Artists and labels have been steadily moving away from SoundCloud in recent years as various issues surrounding royalties arose. However, the worst was yet to come as the Performing Right Society (PRS) for music has just landed the streaming service with news that it is taking legal action.
PRS for music is there to make sure any members are paid the royalties they have earned through the use and licensing of their music. The organization sent an email to its members that was obtained by Music Week. It read:
After careful consideration, and following five years of unsuccessful negotiations, we now find ourselves in a situation where we have no alternative but to commence legal proceedings against the online music service SoundCloud.
When a writer or publisher becomes a member of the Performing Right Society, they assign certain rights to their works over for us to administer, so it’s our job to ensure we collect and distribute royalties due to them.
SoundCloud actively promotes and shares music. Launched in 2008, the service now has more than 175m unique listeners per month.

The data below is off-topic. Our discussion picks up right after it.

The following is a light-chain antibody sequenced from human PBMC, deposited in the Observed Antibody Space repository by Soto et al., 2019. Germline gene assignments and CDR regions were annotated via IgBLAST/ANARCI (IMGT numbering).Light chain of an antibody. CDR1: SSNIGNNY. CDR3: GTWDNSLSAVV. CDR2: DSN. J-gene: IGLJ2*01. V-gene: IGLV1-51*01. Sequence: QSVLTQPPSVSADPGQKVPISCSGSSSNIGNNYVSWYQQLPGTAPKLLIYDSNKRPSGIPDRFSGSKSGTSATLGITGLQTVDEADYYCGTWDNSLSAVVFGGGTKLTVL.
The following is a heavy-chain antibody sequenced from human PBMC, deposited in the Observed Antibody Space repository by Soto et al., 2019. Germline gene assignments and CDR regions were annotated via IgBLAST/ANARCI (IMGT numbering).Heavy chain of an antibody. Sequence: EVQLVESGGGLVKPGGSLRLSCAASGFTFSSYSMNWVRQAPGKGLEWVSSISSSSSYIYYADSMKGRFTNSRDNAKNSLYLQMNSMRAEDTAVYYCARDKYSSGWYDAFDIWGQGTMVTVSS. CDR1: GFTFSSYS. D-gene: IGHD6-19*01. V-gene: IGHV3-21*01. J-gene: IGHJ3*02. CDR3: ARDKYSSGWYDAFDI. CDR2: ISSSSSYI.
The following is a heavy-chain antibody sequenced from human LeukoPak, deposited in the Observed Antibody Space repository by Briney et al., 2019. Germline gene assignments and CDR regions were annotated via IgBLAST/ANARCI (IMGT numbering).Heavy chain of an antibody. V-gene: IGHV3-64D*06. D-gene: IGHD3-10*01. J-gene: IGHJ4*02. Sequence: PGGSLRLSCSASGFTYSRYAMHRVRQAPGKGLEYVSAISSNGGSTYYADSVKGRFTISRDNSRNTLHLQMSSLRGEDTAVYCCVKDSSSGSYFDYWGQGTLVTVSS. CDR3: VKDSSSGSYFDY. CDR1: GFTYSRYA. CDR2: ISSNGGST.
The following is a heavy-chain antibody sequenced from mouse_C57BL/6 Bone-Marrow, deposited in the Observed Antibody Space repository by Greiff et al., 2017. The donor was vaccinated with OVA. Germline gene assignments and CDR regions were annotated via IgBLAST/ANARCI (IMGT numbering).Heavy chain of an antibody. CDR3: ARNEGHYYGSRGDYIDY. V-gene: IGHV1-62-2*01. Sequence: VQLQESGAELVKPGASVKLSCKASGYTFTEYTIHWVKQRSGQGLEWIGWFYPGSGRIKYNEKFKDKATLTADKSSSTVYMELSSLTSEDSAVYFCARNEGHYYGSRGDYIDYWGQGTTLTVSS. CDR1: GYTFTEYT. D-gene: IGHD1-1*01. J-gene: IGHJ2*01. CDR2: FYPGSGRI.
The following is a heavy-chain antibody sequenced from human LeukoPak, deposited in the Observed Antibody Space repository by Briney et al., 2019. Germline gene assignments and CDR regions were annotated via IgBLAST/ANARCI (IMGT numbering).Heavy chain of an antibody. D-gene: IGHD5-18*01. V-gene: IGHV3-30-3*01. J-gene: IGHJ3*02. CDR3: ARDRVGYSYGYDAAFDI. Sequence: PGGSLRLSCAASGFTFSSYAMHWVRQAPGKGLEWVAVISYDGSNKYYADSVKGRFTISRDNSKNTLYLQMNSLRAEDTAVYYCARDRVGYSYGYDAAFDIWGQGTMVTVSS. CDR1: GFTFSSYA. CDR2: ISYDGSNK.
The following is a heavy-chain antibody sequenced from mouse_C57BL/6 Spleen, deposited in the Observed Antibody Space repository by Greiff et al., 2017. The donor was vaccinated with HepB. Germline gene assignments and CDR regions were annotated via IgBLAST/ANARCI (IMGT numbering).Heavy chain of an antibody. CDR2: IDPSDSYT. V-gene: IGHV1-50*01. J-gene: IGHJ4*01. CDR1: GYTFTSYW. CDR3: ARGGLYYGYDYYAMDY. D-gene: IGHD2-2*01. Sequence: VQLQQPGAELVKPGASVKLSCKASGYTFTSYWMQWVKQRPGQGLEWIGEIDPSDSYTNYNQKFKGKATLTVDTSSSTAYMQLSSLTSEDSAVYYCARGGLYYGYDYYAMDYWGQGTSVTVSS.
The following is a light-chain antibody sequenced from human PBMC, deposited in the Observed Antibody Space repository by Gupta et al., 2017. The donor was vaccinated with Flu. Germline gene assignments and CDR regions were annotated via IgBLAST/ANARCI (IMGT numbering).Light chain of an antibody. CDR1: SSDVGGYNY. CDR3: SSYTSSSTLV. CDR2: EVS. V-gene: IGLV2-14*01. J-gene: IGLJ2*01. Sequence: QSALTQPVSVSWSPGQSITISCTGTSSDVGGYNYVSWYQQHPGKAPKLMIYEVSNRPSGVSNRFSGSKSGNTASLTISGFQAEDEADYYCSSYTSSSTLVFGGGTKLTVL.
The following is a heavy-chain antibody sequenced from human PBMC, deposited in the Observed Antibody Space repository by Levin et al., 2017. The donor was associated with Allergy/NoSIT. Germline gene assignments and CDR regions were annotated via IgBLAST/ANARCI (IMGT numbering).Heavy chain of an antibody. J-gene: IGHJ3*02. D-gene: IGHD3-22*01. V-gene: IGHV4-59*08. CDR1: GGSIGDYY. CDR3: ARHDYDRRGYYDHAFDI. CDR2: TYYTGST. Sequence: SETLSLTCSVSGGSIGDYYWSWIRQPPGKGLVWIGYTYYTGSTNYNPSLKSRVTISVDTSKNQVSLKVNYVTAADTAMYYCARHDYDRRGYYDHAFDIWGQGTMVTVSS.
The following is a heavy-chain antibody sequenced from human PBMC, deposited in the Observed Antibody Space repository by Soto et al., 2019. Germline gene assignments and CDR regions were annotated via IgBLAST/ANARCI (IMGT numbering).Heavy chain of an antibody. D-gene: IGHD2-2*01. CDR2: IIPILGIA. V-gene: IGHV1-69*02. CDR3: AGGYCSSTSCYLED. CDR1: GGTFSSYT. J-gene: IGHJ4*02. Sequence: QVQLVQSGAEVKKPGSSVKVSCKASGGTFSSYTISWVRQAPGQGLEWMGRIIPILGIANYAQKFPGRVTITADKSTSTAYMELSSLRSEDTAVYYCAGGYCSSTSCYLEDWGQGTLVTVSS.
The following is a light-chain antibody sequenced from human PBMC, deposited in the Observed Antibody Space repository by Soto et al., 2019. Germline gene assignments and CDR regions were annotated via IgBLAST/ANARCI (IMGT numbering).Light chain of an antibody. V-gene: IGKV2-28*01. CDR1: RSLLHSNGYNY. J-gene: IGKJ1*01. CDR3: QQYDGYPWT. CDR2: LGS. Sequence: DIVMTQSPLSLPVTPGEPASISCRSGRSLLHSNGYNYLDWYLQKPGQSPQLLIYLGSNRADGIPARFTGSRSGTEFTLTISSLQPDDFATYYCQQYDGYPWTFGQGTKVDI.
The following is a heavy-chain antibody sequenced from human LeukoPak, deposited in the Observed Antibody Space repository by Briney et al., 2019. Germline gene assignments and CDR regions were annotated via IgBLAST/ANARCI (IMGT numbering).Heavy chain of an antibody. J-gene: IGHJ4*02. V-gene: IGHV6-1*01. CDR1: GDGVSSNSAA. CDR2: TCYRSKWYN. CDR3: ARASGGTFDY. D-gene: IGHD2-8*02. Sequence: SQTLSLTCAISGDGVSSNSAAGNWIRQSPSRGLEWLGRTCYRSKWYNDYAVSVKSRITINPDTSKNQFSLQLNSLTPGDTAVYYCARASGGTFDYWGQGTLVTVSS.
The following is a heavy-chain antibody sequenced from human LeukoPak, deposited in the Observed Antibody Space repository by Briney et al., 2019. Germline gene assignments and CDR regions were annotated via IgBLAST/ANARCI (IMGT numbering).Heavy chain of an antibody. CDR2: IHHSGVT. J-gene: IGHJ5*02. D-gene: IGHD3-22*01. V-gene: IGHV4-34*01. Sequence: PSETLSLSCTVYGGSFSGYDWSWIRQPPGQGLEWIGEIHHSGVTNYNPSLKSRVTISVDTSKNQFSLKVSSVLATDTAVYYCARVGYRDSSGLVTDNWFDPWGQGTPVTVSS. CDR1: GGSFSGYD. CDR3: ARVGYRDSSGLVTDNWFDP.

Unfortunately, the organisation continues to deny it needs a PRS for Music licence for its existing service available in the UK and Europe, meaning it is not remunerating our members when their music is streamed by the SoundCloud platform.
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SoundCloud has had a pretty turbulent time of late, its negotiations with Universal and Sony broke down and the service lost some of its biggest recordings and well-known artists like Hozier and Adele, along with facing ongoing issues with copyright and takedowns.
A spokesperson for SoundCloud told TNW:
It is regrettable that PRS appears to be following this course of action in the midst of an active commercial negotiation with SoundCloud. We believe this approach does not serve the best interests of any of the parties involved, in particular the members of the PRS, many of whom are active users of our platform and who rely on it to share their work and communicate with their fanbase.
SoundCloud is a platform by creators, for creators. No one in the world is doing more to enable creators to build and connect with their audience while protecting the rights of creators, including PRS members. We are working hard to create a platform where all creators can be paid for their work, and already have deals in place with thousands of copyright owners, including record labels, publishers and independent artists.
➤ PRS for Music takes SoundCloud to court [Music Week]